Built for speed and range, the Model S Plaid with its Tri motor all-wheel drive electric powertrain is listed as potentially able to achieve 0-60 mph (with rollout subtracted)---9.23 seconds at 155 mph in quarter-mile tests---at a peak power of 1,020 horsepower and an estimated range of 390 miles.
In comparison to the Model S Plaid---which is available currently—at a price of $114,490 (factoring in incentives and gas savings), the Plaid Plus is still listed on the Tesla website at a price of $144,490 with an expected release date of mid-2022.
The only expected practical difference between the Plaid and the Plaid Plus is that the Plus model was expected to offer more range---with a single charge---of potentially up to 520 miles, and that its acceleration would increase slightly.
So, why was the Plaid Plus suddenly dropped?
Reasons for Plaid Plus Cancellation
Tesla news source Electrek reported that the reason given was that in Tesla’s current view there is no practical need for an EV to have a range of over 400 miles in a single charge. They received a comment from Tesla stating that, “What we are seeing is that once you have a range above 400 miles, more range doesn’t really matter. There are essentially zero trips above 400 miles where the driver doesn’t need to stop for restroom, food, coffee, etc. anyway.”
Electrek’s take on the reason provided; however, raises some question as to whether the reason provided from Tesla is really accurate or true. While it is true that only the most gifted bladders can hold on for 400 miles or more, Tesla owners in colder climates where battery performance would be diminished some, just may want that promised extra mileage in their Tesla.
National news sources reporting on the surprise cancellation of the Plaid Plus model offer that it’s really more about economic realities that may have sounded its death knell. A shortage in computer chips and rising manufacturing costs that are protracted to raise the final price of a Plaid Plus another $10,000 (there goes the planned FSD in your Tesla budget), may be the real reasons why. Hints that this was coming could have been intuited with reports that Plaid Plus was no longer available for preordering just a few short weeks ago.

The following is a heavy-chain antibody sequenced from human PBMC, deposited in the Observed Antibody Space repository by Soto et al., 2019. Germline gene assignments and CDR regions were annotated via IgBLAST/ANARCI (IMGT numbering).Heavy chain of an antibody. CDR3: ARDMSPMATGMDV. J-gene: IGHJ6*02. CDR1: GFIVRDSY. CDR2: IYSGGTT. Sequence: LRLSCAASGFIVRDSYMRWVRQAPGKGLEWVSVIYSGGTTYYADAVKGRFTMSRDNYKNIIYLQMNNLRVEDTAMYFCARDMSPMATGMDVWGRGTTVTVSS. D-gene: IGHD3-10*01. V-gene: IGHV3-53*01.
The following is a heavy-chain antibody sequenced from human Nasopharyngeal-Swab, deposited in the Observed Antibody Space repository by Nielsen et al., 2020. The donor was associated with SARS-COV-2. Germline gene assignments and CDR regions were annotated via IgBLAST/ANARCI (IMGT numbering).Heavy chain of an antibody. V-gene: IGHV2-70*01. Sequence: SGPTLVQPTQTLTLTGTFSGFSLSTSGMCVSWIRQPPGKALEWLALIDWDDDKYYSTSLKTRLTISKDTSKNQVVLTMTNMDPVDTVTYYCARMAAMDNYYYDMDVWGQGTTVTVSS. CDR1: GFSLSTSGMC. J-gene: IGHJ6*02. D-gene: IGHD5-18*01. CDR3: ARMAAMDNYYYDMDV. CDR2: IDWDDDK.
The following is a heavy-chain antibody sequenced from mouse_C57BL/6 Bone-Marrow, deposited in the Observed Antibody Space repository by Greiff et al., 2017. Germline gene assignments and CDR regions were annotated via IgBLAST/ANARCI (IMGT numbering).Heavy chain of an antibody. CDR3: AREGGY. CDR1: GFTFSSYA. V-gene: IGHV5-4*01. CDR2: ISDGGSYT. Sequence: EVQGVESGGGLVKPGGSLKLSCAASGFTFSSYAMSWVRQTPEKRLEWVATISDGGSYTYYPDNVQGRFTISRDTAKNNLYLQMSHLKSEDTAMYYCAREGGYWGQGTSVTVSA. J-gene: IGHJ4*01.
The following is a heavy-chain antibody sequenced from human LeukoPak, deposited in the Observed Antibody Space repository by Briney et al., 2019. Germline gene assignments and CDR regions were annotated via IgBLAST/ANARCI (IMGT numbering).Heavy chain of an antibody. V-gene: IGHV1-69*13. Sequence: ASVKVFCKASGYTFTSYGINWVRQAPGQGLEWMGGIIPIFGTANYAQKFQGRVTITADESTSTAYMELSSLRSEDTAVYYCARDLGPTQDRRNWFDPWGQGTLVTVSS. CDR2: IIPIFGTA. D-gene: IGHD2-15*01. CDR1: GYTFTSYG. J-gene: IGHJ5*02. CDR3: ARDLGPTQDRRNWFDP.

Other sources speculate that it’s not only the economic realities that are plaguing not just Tesla and other automakers; rather, that it has to do with selling more of the Plaid Plus’s popular predecessor, that would likely outsell the Plaid Plus anyways due to it is more affordable and nearly just as high performing.
On the same note, then, there are also speculations that it has to do with reserving the supply of 4680 cells for the Tesla’s true super starship---the Tesla Roadster with its expected even faster acceleration (Tesla G-force be damned, full speed ahead), a top speed of 250 mph and a range of over 620 miles on a single charge!
The Real Reason???
Taking the current views and speculation thus far, the reasoning, “…no need, Plaid is just so good” does not really seem to hold water. In other words, while there is no denying that the Plaid Plus is good, perhaps the real reason is just that it is really “not good enough” to risk squandering resources on, when an automotive starship is in the horizon.
Furthermore, Tesla is known as a “Let’s try it, and do it---because it’s there" type of company, where the actual need to really do something spectacular, is at times, not well defined ---Mars, anyone? However, a reason offered of “…no need, as Plaid is just so good” does not seem to ring true from a company that has accomplished so much. Tesla, knows that other EV makers will want to take advantage of this reasoning and will work to provide what car enthusiasts really want---envelope breaking technology. As in all things, it’s not necessarily “the better” that wins a race, but “who was first” that gets the credit. That 500 mpg on a single charge could be EV’s Chuck Yeager equivalent.
We welcome your comments on what your take is on the cancellation of the Model S Plaid Plus and what this means for Tesla and its followers.
Up next on Tesla: What math and physics say about the Roadster hitting 60 mph in 1.1 seconds.
Timothy Boyer is Torque News Tesla and EV reporter based in Cincinnati. Experienced with early car restorations, he regularly restores older vehicles with engine modifications for improved performance. Follow Tim on Twitter at @TimBoyerWrites for daily Tesla and electric vehicle news.